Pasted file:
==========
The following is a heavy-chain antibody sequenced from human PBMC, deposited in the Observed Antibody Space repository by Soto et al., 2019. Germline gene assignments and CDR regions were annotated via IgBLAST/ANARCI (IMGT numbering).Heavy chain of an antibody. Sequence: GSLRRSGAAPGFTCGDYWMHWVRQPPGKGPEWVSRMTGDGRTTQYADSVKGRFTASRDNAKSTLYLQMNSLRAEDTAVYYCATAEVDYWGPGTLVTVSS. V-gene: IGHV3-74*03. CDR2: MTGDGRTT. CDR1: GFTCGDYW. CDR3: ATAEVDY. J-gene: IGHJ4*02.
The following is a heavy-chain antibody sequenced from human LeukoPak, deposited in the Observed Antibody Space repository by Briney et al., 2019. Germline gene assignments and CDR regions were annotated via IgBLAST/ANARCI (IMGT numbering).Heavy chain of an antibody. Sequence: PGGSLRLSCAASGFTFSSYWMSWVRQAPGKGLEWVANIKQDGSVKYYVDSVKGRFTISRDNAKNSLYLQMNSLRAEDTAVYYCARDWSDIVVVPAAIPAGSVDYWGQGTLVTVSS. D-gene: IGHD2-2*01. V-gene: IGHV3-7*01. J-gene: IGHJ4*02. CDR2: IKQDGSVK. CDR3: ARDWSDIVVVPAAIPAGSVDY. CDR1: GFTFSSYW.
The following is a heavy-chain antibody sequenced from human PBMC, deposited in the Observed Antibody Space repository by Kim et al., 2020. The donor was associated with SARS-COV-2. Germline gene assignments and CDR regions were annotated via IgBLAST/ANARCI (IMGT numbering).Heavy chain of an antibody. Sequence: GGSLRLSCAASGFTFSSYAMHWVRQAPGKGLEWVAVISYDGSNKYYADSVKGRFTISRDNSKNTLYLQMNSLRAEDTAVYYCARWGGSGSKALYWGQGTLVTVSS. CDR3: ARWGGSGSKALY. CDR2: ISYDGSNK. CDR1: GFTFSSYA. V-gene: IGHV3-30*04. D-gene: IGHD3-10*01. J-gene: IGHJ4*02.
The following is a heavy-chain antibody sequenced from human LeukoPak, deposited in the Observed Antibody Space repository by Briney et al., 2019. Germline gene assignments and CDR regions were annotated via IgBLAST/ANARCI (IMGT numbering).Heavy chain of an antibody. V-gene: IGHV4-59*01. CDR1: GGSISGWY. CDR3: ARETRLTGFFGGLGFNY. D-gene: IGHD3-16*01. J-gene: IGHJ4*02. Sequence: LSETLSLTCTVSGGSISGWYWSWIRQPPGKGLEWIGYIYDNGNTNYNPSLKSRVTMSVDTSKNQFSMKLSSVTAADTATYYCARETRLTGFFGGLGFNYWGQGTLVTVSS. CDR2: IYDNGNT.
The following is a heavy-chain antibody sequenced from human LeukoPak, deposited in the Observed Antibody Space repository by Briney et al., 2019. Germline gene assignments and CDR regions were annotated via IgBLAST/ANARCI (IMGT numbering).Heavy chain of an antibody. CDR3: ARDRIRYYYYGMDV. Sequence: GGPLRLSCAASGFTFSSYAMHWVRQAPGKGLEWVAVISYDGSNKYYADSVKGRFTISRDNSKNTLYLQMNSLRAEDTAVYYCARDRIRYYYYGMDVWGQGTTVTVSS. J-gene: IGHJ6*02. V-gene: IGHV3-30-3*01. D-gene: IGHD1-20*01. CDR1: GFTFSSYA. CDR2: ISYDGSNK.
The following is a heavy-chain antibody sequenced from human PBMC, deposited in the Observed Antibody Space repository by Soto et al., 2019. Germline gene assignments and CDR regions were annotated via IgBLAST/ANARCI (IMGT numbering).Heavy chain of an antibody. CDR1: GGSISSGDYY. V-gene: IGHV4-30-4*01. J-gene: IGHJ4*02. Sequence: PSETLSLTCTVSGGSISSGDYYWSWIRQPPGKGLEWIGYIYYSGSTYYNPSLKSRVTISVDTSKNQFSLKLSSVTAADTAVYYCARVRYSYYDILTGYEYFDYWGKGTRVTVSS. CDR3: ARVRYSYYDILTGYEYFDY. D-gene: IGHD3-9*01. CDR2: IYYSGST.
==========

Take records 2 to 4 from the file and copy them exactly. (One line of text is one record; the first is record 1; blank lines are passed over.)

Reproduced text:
The following is a heavy-chain antibody sequenced from human LeukoPak, deposited in the Observed Antibody Space repository by Briney et al., 2019. Germline gene assignments and CDR regions were annotated via IgBLAST/ANARCI (IMGT numbering).Heavy chain of an antibody. Sequence: PGGSLRLSCAASGFTFSSYWMSWVRQAPGKGLEWVANIKQDGSVKYYVDSVKGRFTISRDNAKNSLYLQMNSLRAEDTAVYYCARDWSDIVVVPAAIPAGSVDYWGQGTLVTVSS. D-gene: IGHD2-2*01. V-gene: IGHV3-7*01. J-gene: IGHJ4*02. CDR2: IKQDGSVK. CDR3: ARDWSDIVVVPAAIPAGSVDY. CDR1: GFTFSSYW.
The following is a heavy-chain antibody sequenced from human PBMC, deposited in the Observed Antibody Space repository by Kim et al., 2020. The donor was associated with SARS-COV-2. Germline gene assignments and CDR regions were annotated via IgBLAST/ANARCI (IMGT numbering).Heavy chain of an antibody. Sequence: GGSLRLSCAASGFTFSSYAMHWVRQAPGKGLEWVAVISYDGSNKYYADSVKGRFTISRDNSKNTLYLQMNSLRAEDTAVYYCARWGGSGSKALYWGQGTLVTVSS. CDR3: ARWGGSGSKALY. CDR2: ISYDGSNK. CDR1: GFTFSSYA. V-gene: IGHV3-30*04. D-gene: IGHD3-10*01. J-gene: IGHJ4*02.
The following is a heavy-chain antibody sequenced from human LeukoPak, deposited in the Observed Antibody Space repository by Briney et al., 2019. Germline gene assignments and CDR regions were annotated via IgBLAST/ANARCI (IMGT numbering).Heavy chain of an antibody. V-gene: IGHV4-59*01. CDR1: GGSISGWY. CDR3: ARETRLTGFFGGLGFNY. D-gene: IGHD3-16*01. J-gene: IGHJ4*02. Sequence: LSETLSLTCTVSGGSISGWYWSWIRQPPGKGLEWIGYIYDNGNTNYNPSLKSRVTMSVDTSKNQFSMKLSSVTAADTATYYCARETRLTGFFGGLGFNYWGQGTLVTVSS. CDR2: IYDNGNT.